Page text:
In the United States, photographs taken in the mid-1850s were primarily daguerreotypes. These are shiny and reflective, and quite distinctive in their appearance. But when I looked at photographs at the Who Do You Think You Are Live show in London, it was quite apparent that the English didn't embrace the daguerreotype. 

    William Henry Fox Talbot, an English photographic inventor, introduced a type of paper print that was popular in the 1850s: the salted paper print, produced from paper negatives.

    Frederick Archer invented photographs on glass in 1851. His ambrotype process competed with both the salt paper print and the daguerreotype. The Ambrotype didn't become popular in the United States until the mid-1850s. 

    Shirley's family no longer owns the original photograph. I'm hoping another of Mary Jane's descendants still does and can shed some light on just what type of picture their ancestor posed for.


    Solve your family photo mysteries with these books by Maureen A. Taylor:

  • Family Photo Detective: Learn How to Find Genealogy Clues in Old Photos and Solve Family Photo Mysteries
  • Fashionable Folks: Bonnets and Hats 1840-1900
  • Preserving Your Family Photographs
  • Fashionable Folks: Hairstyles 1840-1900
  • Finding the Civil War in Your Family Album

  • 1850s photos | ambrotype | daguerreotype | salt paper print
    Monday, October 21, 2013 3:07:05 PM (GMT Daylight Time, UTC+01:00)  #  Comments [1]
    # Sunday, October 13, 2013
    Spotting a Copy of an Old Family Photo: Part 2
    Posted by Maureen

    Last week, I discussed photographic copies. It's a big topic. I used Shirley Dunkle's photo as an example. In the case of her photo, it was the context and the costume of the image that clued me into it being a copy.

    I've received several questions about the topic this week, so I'm going to delay discussing the identity of the woman in Shirley's photo until next week to focus more on copies.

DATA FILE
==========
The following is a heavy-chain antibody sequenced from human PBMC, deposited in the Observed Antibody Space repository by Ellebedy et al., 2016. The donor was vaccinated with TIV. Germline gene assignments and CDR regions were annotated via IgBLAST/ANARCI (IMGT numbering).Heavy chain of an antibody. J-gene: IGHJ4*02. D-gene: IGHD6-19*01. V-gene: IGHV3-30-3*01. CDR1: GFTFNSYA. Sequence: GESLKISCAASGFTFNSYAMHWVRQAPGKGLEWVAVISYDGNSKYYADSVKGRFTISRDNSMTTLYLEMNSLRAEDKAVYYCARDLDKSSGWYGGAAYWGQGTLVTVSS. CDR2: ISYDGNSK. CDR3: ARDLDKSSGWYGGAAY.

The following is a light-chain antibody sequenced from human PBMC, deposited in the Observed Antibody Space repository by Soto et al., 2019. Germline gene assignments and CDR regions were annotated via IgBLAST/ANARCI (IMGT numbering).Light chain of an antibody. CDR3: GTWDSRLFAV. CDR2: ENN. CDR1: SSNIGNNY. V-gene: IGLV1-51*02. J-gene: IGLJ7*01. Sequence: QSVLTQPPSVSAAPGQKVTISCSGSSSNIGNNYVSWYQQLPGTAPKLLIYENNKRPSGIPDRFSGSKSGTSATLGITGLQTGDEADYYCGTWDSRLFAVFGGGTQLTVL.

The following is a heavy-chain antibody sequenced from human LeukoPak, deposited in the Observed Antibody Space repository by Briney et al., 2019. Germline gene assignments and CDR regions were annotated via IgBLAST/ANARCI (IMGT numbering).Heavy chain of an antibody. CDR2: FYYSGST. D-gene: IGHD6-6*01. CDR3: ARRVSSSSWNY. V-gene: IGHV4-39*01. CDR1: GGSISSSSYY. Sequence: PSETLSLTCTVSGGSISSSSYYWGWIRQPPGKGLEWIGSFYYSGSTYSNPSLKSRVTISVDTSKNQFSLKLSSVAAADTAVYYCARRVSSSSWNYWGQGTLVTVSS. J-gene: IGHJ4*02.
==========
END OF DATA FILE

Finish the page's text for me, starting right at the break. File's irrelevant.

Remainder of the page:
So, how can you spot a copy? Sometimes it's a little thing and other times it's pretty obvious.

    Here's a photo from my research collection:
     
    copy1.jpg 

    It's a little fellow from the mid-19th century. Can you see the scalloped mat visible in this copy? The original in this case was a daguerreotype.  The reflective nature of a daguerreotype made it difficult to photograph.  It's a great example of an obvious copy. The rest of the evidence in the image added to the identification of it not being an original.

    copy2.jpg
    The copy is a real-photo postcard of the type that dates to the early 20th century. Real-photo postcards are introduced circa 1900. Someone (perhaps the little boy all grown up) wrote on the card that the original image was taken 52 years in the past. Too bad there are no other identifiers on the card, like a name, date or location.

    There were photographic copies in the early days of photography as well. The only way to make an identical daguerreotype was to either duplicate the pose or make a copy of the original.

    Photographers' imprints often include a statement about their ability to provide copies. Daguerreotypes, ambrotypes, paper prints and tintypes were all copied in photo studios when an owner needed another one.

    One person asked about remounting of pictures. Theoretically it's possible to remount an older image on newer card stock, but I've never seen an example of this from the 19th century. It was far easier for a photographer to re-photograph the original.

    I'm still working on Shirley's mystery. She's added another image to the mix. Tune in next week!
     


    Solve your family photo mysteries with these books by Maureen A. Taylor:

  • Family Photo Detective: Learn How to Find Genealogy Clues in Old Photos and Solve Family Photo Mysteries
  • Fashionable Folks: Bonnets and Hats 1840-1900
  • Preserving Your Family Photographs
  • Fashionable Folks: Hairstyles 1840-1900
  • Finding the Civil War in Your Family Album

  • 1850s photos | daguerreotype
    Sunday, October 13, 2013 11:43:51 PM (GMT Daylight Time, UTC+01:00)  #  Comments [0]